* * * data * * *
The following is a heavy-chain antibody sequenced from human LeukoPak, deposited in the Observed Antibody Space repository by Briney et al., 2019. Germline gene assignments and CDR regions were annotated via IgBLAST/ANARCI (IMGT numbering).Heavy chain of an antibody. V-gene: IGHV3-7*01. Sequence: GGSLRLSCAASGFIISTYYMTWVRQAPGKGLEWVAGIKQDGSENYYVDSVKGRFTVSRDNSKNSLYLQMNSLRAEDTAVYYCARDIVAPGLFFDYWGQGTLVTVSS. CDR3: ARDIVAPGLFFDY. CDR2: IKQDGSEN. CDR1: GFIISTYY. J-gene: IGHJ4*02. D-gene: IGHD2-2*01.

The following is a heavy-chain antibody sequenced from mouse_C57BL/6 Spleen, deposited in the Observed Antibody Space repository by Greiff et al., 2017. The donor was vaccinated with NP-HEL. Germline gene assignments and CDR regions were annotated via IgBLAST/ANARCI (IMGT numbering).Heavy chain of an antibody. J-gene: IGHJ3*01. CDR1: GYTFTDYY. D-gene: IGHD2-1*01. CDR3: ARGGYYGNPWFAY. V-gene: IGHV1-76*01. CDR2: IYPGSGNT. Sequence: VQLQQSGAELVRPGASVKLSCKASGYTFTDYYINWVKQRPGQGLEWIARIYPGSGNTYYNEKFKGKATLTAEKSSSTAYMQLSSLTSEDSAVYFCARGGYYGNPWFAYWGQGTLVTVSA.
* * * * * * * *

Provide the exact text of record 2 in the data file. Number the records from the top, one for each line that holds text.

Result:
The following is a heavy-chain antibody sequenced from mouse_C57BL/6 Spleen, deposited in the Observed Antibody Space repository by Greiff et al., 2017. The donor was vaccinated with NP-HEL. Germline gene assignments and CDR regions were annotated via IgBLAST/ANARCI (IMGT numbering).Heavy chain of an antibody. J-gene: IGHJ3*01. CDR1: GYTFTDYY. D-gene: IGHD2-1*01. CDR3: ARGGYYGNPWFAY. V-gene: IGHV1-76*01. CDR2: IYPGSGNT. Sequence: VQLQQSGAELVRPGASVKLSCKASGYTFTDYYINWVKQRPGQGLEWIARIYPGSGNTYYNEKFKGKATLTAEKSSSTAYMQLSSLTSEDSAVYFCARGGYYGNPWFAYWGQGTLVTVSA.